CharacterSelector: Specify a list of player prefabs. Lets the Player switch.
CharacterOmnicontroller: Create a first or third person character with moving platform support! Pair this with the SmartCam component for easy third-person character setup!
Bullet: Simulates a physics-interpolated projectile.
BeamLaser: simulate a continuous fire laser beam, similar to bullet in functionality.
Explosion: applied explosive damage and rigid body forces to objects caught in the blast area.
ImpactDamage: applies collision damage to attached Health component based on the velocity of the objects that collided.
DamageBox: Periodically sends negative 'damage' amount of 'ModifyHealth'
Health: Allows things to die, tracks HP, and optionally displays it on-screen. Damage dealers all work with this component directly; allows things to live, die, and spawn prefabs on death such as ragdolls, explosions, and loot
ModifyHealth: Change the health
MeleeInputController: Allows you to use melee weapons for the player. Uses the legacy animation system.
MeleeWeaponAttributes: Needs to be on the melee weapon, which must be parented to the player.
ModernGun: Fires bullets, requires ammo (see “Inventory” section). Works for sci-fi guns as well!
Fire: Activates the weapon
GameManager: saves and loads the score, and allows victory conditions based on score values.
Score: increases the score by Goal Base Value
Victory: sends the Victory Message
ScoreCustomValue: (_val) increases the score by the specified value.
MessageManager: Provides the primary message sending functionality used in MultiGame. Can optionally be added to an object to send a large list of one-time messages (for example to set up the game when it starts). Does not need to be added to the game for messages to work!
SendAll: Sends all the messages in it’s list. Perhaps useful for initialization.
ProcCube, ProcSphere, ProcPlane, ProcCone: Creates a procedural primitive mesh on this GameObject and saves it in the “Generated” folder
UVScalar: Allows you to scale and offset the UVs of any mesh, and optionally allow the UVs to change at runtime when the object’s scale changes.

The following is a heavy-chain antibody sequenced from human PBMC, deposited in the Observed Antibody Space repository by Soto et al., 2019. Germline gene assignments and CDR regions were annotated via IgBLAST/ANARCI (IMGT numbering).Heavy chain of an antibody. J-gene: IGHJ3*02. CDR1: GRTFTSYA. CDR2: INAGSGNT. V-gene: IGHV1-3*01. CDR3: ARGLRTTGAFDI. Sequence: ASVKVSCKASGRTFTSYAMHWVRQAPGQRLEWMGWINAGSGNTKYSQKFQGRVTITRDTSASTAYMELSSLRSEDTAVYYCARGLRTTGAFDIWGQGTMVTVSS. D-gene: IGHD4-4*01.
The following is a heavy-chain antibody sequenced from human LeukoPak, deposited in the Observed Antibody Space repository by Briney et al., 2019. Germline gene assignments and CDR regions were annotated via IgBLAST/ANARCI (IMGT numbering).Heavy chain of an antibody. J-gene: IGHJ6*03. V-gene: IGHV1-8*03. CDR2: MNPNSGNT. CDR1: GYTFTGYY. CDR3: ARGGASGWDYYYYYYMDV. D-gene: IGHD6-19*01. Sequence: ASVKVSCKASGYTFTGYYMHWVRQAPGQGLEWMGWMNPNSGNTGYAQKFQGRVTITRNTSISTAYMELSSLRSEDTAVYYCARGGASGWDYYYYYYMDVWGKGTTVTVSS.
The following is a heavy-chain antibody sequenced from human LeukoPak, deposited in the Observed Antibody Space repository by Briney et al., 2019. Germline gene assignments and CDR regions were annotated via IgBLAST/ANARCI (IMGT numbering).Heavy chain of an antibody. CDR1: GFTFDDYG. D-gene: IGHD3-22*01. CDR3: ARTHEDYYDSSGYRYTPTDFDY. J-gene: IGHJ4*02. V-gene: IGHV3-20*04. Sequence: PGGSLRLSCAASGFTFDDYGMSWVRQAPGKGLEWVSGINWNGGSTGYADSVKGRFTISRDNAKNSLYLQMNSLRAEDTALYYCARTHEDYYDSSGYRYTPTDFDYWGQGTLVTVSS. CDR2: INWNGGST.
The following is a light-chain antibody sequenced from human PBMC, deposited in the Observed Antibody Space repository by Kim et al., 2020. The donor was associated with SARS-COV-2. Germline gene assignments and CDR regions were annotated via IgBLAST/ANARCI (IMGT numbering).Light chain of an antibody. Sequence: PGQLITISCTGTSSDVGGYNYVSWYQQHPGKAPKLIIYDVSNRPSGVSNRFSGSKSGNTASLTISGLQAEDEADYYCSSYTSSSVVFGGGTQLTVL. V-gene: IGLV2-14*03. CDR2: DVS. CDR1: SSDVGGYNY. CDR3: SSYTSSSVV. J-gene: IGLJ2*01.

Autodestruct: Destroys attached object on a timer
LineTrail: draws a straight line between the objects start and current position.
OrientationRandomizer: on start, randomly rotates the object on the y axis.
CloneFlagRemover: Removes '(Clone)' from game object name
DestroyWithMe: Destroys other objects when this one dies
DetatchOnStart: Object separates from parent on spawn. Useful to spawn a “set” of prefabs all at once
ItemSpawner: Spawns items with a fixed limit on the quantity of each
OnDestruct: Sends messages when the object is destroyed
TimedSceneChanger: changes the scene after a specified period of time.
TimeSpeedManager: Allows the time scale of the simulation to be changed in-game or via the inspector. Great for fast-forward or slow motion.
ResetTimeScale: Sets the speed of simulation back to 1
SetRecoveryRate: sets the speed that the time scale returns to 1. Default 0
SetTimeScale: sets a new time scale. Default 1
ItemSpawner: Spawns items on start or message
SpawnItem(into selector): Spawn a specific item from the list
SnapToSurface: Causes an object to snap to a surface, either in the editor or on start.
SpeedReporter: either logs, or displays via GUI the speed of a moving object.
Persistent: exists between levels
PlanarYDestructor: Destroy itself if it goes too low
QualitySelection: Quality selection window for optimizing graphics options (Set these in Edit -> Project Settings -> Quality)
Tornado: Creates a devastating cyclone!
VanishOnStart: Visible only in editor (great for triggers!)
LineGuide: Create a vector line between points defined by object transforms.
TagTargeter: Set the “Target” field of a component (not a message!) by selecting an object by tag.
Rewinder: Record object positions over several seconds, and allow the object to go back in time! (Prince of Persia style!)
TimeScore: Track the player’s completion time and maximum completion time, optionally sending messages. Great for speed runners!
UnitSpawner: Spawn objects in an area based on the player’s actions. Optionally spawn a limited number inton the scene. Extra useful for zombie games!
ActiveCollider: Sends messages, plays animation on collision
ActiveZone: Same, but for triggers
AxisFloat: Sends "message" with single floating-point value taken from an input axis
Click able: Object sends messages on click
Collectible: Creates a collectible object that the player can get by collision/trigger
InputThreshold: Sends messages when specified axis goes above/below indicated thresholds
InputVector: works with "Thruster" component, found in "Motion" folder to supply multi-directional thrust based on input axes "Horizontal" and "Vertical"
JointBreakMessage: Sends a message when attached joint is broken
KeyMessage: Send messages to components based on the state of a key or button.
KeyToggle: Turns things on/off with keys/buttons